By Ceillie Keane
On Wednesday, Feb. 8, the New York State Liquor Advisory (SLA), the Department of Motor Vehicles (DMV) and the Schenectady Police Department combined forces to conduct an undercover underage drinking inspection into the early hours of Thursday, Feb. 9 at Geppetto’s on Nott Street.
An anonymous student patron describes the undercover officers as “these two older-looking guys who clearly did not belong,” who were “trying to get information” from the people around them, asking “if [they] were of age” or “what they were drinking.”
After these men were “hanging out at the bar” for approximately an hour, the rest of the officers arrived, officially announced their presence, and revealed the investigation.
According to the student, reactions varied from “shocked” and “worried” to “just unhappy” about waiting through the process, which was a “frustrating experience and a rough ending to the night.”
For some students this “rough ending” resulted in legal consequences. Of the bar’s 75 patrons, the SLA found 55 to be under age.
The DMV ticketed four of these minors for Criminal Possession of a Forged Instrument.
Of the three bartenders arrested for allegedly serving alcohol to minors, one was a Union student.
After the events, the SLA released an official announcement of the “Emergency Suspension” of Geppetto’s liquor license due to the “36 violations, including underage sales, unlicensed bouncers, paying employees off the books, and failure to supervise the premises” documented at the bar the night that the undercover inspection occurred.
This “Emergency Suspension” is not automatically permanent.
According to the SLA announcement, “The license is entitled to an expedited hearing before an administrative law judge. An order of summary suspension remains in effect until such time as it is modified by the SLA or a reviewing court.”
Despite the possibility, commenters on Steve Barnes’s post, “SLA busts Geppetto’s in Schenectady for underage drinking,” on his Times Union ‘Table Hopping’ blog remain skeptical about the bar functioning as a law-abiding establishment.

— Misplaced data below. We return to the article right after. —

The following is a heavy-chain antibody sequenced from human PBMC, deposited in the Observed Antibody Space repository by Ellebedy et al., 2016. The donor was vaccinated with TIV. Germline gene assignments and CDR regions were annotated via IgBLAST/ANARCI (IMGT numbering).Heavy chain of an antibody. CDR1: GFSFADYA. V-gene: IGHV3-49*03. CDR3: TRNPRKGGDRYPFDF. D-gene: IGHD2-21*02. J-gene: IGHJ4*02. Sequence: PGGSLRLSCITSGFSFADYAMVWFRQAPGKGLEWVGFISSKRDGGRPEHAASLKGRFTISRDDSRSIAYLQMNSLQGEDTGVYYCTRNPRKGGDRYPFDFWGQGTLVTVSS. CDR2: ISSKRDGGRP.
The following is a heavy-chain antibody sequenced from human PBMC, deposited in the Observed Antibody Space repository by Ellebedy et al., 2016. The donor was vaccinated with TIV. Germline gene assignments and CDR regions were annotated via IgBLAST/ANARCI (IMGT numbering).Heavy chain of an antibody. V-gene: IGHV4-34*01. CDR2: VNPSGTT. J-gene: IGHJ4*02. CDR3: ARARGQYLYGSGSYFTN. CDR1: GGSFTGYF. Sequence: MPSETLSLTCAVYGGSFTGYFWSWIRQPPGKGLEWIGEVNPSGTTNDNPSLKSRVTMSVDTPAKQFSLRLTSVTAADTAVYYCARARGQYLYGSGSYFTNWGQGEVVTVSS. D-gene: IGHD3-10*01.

In comment number 22, Hugh Jasol claims that the “Truth is [that] this has been going on here forever.”
The second comment contended earlier that the information is “Hardly surprising. The joint is across the street from Union College and probably survives only because it’s been serving [underage students].”
The connection between the bar and Union students is further confirmed with posts such as Barnes’s comment on the blog lamenting the punishment of “a group of college kids having a good time” at Geppetto’s, without which “Union College will never be the same.”
Though Barnes’s assertion that Union will not “be the same” without Geppetto’s bar across the street reflects the commenter’s personal opinion, the connection between the bar and the campus has been documented.
In a 2004 Times Union article reviewing Geppetto’s Restaurant, the back room was described as a space to hold the dining room “as well as dancing and karaoke nights when Union College, just across the street, is in session.”
In 2006, after owner Paulie Lichorat’s controversial visit to a Union fraternity with “longtime friend” and at the time United States Representative John Sweeney, Elizabeth Benjamin posted in her Times Union blog that Geppetto’s is “a Schenectady bar on Nott Street popular with Union College students.”
Though Geppetto’s noted popularity with Union does not necessarily connect it with underage drinking, in the coverage of similar underage incidents involving three area bars back in 2005, the Concordiensis reported that “students who may not have been of legal drinking age at Geppetto’s were encouraged to leave by the owner.”
Like the police operation in 2005, the SLA suggests that this will not be an isolated incident. In the release, the SLA restates Chairman Dennis Rosen’s announcement that “cracking down on underage sales is a priority and the SLA will not hesitate in taking emergency action against bars that cater to minors.”
“We will continue working with the Schenectady Police and our partners in law enforcement across the state to hold licensees accountable,” he continued.
Rumors circulating on campus suggest that other bars, liquor stores and convenience stores surrounding Union’s campus will be under particularly careful surveillance.
If this does occur, perhaps Barnes’s claims that “Union will never be the same” could, in fact, prove to be true.